Hunter Becomes Hunted: The Most Dangerous Game (1932)
What do you do when you’re making King Kong and you’ve got time on your hands? You film King Kong during the day and you make another movie at night.
That’s just what King Kong (1933) directors Ernest B. Schoedsack and Merian C. Cooper did. Using the same King Kong jungle sets, Schoedsack and Cooper shot The Most Dangerous Game (1932) as an adaptation of the 1924 short story of the same name.
Along with the jungle sets, they used King Kong leads Fay Wray and Robert Armstrong in two of the lead roles in the story of a famous big game hunter who finds himself shipwrecked on the island of another hunter. Wray and Armstrong play brother Martin and sister Eve who are among a party shipwrecked on the island.
Joel McCrea plays Bob a renowned big game hunter and author whose ship sinks off a small island. Bob as sole survivor makes his way across the island to a castle seeking refuge. There he is greeted by master of the castle Count Zaroff played by Leslie Banks.
Note before reading on—contains plot spoilers.
Zaroff offers Bob his hospitality and soon he is introduced to Martin and Eve who explain they were also recently shipwrecked along with two sailors in their party. When an opportunity arises to speak privately with Bob, Eve conveys her suspicions that all is not right. It appears that after being given a tour of the Count’s mysterious locked trophy room, the two sailors went out hunting but have not returned.
As Count Zaroff regales the group with his hunting exploits he reveals an insatiable need to hunt more and more challenging game. He claims he was bored until he discovered “the most dangerous game” on his island.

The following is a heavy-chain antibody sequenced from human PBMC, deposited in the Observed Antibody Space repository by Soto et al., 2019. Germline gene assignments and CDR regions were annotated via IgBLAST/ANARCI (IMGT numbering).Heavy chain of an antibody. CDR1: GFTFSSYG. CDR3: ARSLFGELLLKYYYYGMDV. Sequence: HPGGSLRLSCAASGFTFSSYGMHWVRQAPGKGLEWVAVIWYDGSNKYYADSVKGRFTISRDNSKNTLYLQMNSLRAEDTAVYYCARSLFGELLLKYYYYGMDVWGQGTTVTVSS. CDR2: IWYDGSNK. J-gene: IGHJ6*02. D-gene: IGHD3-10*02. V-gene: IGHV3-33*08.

It does not take long before Eve and Bob discover exactly what the most dangerous game is—humans, who the Count hunts on the island, hanging their heads in his trophy room. They find themselves the prey in a contest to see if they can survive the night and thereby win their freedom and safe passage off the island.
What ensues is a fast-paced thriller in which Bob and Eve must keep themselves alive among the elements of the island—dense jungle, impenetrable fog, perilous cliffs, dangerous waterfalls, treacherous bog—while on the run from their hunter and his pack of vicious dogs.
The hunt is an edge-of-your-seat nail-biter. In the end, Bob truly understands what it is to be the hunted rather than the hunter, and it changes his perspective forever.
Fay Wray notably gives a remarkable dramatic performance as Eve, while showcasing her physical prowess traversing the jungle set. Even more impressive is imagining how she handled the challenges of The Most Dangerous Game shoot at night only to return to the demands of the King Kong set during the day.
Released the year before and her first film for RKO, The Most Dangerous Game offers a sneak peek into Wray’s appeal as a heroine. King Kong is her most memorable role in the film credited with saving RKO at the time. But truly, she should be remembered for both films, filmed at the same time and which together make a powerful Fay Wray double-feature.
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